Posted on 21 Aug 2013 by Neilson
An outside review of Bloomberg LP's data compliance and news reporting revealed that the financial data and news provider didn't curtail reporters' access to subscriber data two years ago, when concerns about the access first emerged, due to internal "misunderstandings."
The review, by Promontory Financial Group and law firm Hogan Lovells, didn't point to any evidence of widespread abuse of customer data by Bloomberg News. It concluded that "a number of journalists" used subscriber data in the course of their reporting, such as for looking up contact information, but it identified only two occasions where subscriber information or other sensitive data was clearly reflected in stories.
In one of those examples, journalists reported on the pricing of a mortgage backed security offering using data on Bloomberg's financial terminals that wasn't available to all subscribers, the report found. Bloomberg said the reporter and editor responsible for the story didn't know the data wasn't available to all users. In the other, in 2011, a Bloomberg television reporter revealed on-air that he had used subscriber information available to Bloomberg journalists to report on rogue UBS trader Kweku Adoboli.
The report, which former IBM Chairman Samuel Palmisano advised on, and a separate study about newsroom practices by Clark Hoyt, who is a Bloomberg editor and a former New York Times public editor, will be released to Bloomberg clients and the public on Wednesday morning. Both reports were reviewed by The Wall Street Journal.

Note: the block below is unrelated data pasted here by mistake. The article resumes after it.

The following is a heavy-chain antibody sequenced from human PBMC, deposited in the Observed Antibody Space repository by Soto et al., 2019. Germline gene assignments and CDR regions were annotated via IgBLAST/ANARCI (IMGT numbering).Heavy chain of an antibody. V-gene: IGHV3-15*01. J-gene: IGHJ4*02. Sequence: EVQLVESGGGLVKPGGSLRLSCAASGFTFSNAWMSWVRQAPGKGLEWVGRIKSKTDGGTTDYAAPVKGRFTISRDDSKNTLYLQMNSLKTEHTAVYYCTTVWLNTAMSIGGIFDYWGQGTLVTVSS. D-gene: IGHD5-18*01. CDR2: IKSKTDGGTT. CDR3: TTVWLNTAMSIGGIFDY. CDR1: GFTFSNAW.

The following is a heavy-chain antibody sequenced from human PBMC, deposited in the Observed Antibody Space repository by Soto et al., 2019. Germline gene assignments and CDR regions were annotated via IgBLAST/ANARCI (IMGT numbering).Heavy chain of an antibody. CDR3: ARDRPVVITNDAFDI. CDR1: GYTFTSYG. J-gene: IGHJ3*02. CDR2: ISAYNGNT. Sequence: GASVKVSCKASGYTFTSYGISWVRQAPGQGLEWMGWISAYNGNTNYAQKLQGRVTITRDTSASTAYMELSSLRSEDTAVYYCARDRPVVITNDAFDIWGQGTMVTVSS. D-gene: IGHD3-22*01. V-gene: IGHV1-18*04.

The reports recommended a series of steps to improve company practices, which Bloomberg has agreed to adopt.
These include that the firm hire a chief risk and compliance officer and the appointment of a standards editor, as well as the creation of separate editor and "task force" positions that are independent of the newsroom and that will focus on issues like external complaints and best practices, Bloomberg said. Bloomberg also agreed to institute third-party audits into data practices and to take steps to better separate the company's commercial and news divisions.
"While there were no major new issues identified, our work is not done," Chief Executive Dan Doctoroff said in a note to clients to be distributed Wednesday and which was reviewed by the Journal.
Bloomberg commissioned the reviews in May, after disclosures that Bloomberg journalists had long had access to certain limited subscriber data, such as whether subscribers were logged onto their Bloomberg terminals and what kinds of functions a subscriber was using broadly. The company in April restricted its journalists' access to subscriber data, following a complaint from Goldman Sachs Group Inc., GS +0.59% a big client.
At the time, it also appointed an executive to a newly created position of client data compliance officer. The report by Promontory found that in the wake of those steps, Bloomberg was in line with appropriate standards for data security and regulatory compliance, based on comparisons to industry standards in place for other financial institutions and data providers. Nevertheless it recommended the creation of a more senior chief risk and compliance officer who would report to the CEO and oversee departments such as client data security, corporate compliance and security.
In an approximately 100-page report, Promontory found that Bloomberg executives including Mr. Doctoroff had recognized a need to curb journalists' access to subscriber data as early as September 2011, after the on-air reference to the UBS trader. But "no such action was taken due to misunderstandings about who was responsible for doing so," the review by Promontory found.
"It was simply a miscommunication. We regret that very much," Mr. Doctoroff said in an interview.